Disney films never really tickled my pickle as a kid; I was more interested in the anarchic fun of Warner's Looney Tunes than a load of fairytale schmaltz and cute woodland creatures. Now that I'm old and boring though, I can appreciate the undeniable skillz that went into the animation and storytelling of Uncle Walt's greatest works. Also I thought I should see them just because I never have, and it might stop people laughing and pointing at me in the street.
Here's what I thought of the first five, before Disney went broke and mad and started making cartoons about how America should really try and get on with Venezuela or some such cabbage.
Snow White And The Seven Dwarfs (1937)
Disney's first animated feature is technically astonishing given its age, but at 83 minutes it's about 70 minutes too long. I understand the desire to show off a lengthy dwarf-washing sequence or hearty dance-off, but when the flimsy plot keeps stopping to boast more of this new-fangled technology it's easy to lose interest. Over 80 years later, Disney still haven't learned their lesson. Have they, Tron Legacy?
Also, I don't want to spoil the ending, but Snow White: what a selfish, shallow bitch.
Disney did some serious game-uppage in the three years between Snow White and Pinocchio. The latter is a non-stop torrent of set-pieces with all the classic tunes and breathtaking animation for which the studio deservedly became famous. Each of Pinocchio's incarnations - marionette, wooden boy and real boy - is rendered differently and completely convincingly, foreshadowing the genius of the Toy Story films (especially the 'Woody's Roundup' TV show sequence) some 60 years later.
I'm concerned there's still an island populated entirely by donkey-boys somewhere though, and I'd also like to know if the US Postal Service still deals in whale-mail.
A series of unconnected, animated videos for classical music's greatest hits, Fantasia tests the patience of all but the hardiest Disney fans. Don't be fooled by the abundance of Mickey Mouse imagery in the marketing: the massive-eared rodent doesn't appear until half an hour of abstract, avant-garde claptrap has passed, and then it's only for ten minutes of vaguely entertaining broom-related mayhem.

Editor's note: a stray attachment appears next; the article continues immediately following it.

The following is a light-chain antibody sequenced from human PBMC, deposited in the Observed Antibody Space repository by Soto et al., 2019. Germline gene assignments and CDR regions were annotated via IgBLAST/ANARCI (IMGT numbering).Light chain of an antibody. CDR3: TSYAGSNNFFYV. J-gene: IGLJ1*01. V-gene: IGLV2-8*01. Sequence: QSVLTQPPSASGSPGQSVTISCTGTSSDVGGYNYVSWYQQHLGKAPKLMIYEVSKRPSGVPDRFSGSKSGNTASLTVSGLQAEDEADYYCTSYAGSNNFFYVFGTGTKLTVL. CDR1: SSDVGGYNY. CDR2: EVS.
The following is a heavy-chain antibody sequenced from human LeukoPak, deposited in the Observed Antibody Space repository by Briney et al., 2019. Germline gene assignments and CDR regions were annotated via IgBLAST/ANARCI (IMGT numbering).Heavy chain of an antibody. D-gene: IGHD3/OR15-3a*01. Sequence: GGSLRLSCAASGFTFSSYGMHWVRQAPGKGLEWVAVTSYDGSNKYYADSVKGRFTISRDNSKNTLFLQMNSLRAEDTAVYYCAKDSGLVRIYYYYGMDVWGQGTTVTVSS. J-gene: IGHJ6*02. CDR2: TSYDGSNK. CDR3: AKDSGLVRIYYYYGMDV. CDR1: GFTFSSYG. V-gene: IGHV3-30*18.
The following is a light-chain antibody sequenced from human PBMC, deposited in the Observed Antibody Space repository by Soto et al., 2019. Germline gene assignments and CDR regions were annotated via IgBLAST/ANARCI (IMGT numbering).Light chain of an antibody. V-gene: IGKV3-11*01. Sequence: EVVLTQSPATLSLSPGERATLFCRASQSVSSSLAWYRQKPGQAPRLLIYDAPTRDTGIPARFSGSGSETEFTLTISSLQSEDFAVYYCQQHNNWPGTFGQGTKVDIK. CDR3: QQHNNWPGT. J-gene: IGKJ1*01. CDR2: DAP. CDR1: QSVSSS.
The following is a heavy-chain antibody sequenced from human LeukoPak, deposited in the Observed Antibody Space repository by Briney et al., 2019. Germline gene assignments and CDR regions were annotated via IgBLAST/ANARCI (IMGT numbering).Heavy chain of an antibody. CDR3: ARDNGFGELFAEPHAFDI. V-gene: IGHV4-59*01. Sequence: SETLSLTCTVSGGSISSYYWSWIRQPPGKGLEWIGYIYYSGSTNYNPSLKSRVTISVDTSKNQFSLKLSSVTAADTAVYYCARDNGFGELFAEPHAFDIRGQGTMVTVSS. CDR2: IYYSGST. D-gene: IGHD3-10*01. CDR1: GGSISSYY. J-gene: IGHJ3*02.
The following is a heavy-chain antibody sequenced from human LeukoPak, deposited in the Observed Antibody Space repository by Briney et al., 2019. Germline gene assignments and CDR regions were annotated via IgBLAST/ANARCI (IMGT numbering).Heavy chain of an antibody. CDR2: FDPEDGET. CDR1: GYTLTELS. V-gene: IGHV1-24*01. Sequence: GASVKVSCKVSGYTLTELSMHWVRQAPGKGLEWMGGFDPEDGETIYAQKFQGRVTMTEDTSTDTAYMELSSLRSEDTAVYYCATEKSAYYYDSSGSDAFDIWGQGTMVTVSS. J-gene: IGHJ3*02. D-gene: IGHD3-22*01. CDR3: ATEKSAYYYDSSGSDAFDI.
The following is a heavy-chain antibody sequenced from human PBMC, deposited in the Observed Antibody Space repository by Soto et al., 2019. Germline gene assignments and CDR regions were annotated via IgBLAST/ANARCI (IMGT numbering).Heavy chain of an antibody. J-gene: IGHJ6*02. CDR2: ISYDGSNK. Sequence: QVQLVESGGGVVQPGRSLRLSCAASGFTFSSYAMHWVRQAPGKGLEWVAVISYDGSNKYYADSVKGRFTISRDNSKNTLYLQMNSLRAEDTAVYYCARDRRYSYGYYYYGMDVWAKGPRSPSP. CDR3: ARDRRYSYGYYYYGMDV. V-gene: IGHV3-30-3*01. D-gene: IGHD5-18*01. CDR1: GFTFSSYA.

The most fun is to be had in the 'Night On Bald Mountain' sequence, which features a giant demon summoning all manner of devilry for no apparent reason except that that's what giant demons do. This section's influence on The Lord Of The Rings' Balrog and Raiders Of The Lost Ark's climactic ghostfest is undeniably obvious.
The animators of Dumbo show off considerably less than in Disney's previous features, but what's there - not least the almost illegally lovable title character - is carefully designed to yank your heartstrings out of your body till you cry. Which you will. And the sequence in which the pissed-up pachyderm hallucinates like he's done enough acid to kill, well, an elephant, is utterly amazing.
The story is so tight that just when you're getting ready for some final-act excitement the film abruptly finishes, which is slightly disappointing given that it's been so good up to then. Better to leave the audience wanting more than outstaying your welcome though, eh Snow White?
With its universal but somewhat tedious "circle of life" theme, Bambi feels like a dry run for The Lion King, with all its key scenes and characters repeated to more impressive effect in the later film. Even (spoiler) Mrs Bambi's notoriously kiddie-damaging death scene is less dramatic than (spoiler) Mufasa's, and way less traumatic than I expected: there weren't nearly enough children in the audience having their realities brought into sharp and painful relief for my liking.
On the plus side, Thumper is brilliant. I want one.
It's also worth mentioning the shorts that precede each feature shown at the BFI: most (though not all) are little slices of genius, and it's easy to see where Pixar got the inspiration for their award-winningly fantastic mini-movies. Here's Flowers And Trees, which played before Bambi. Enjoy it, it's aces.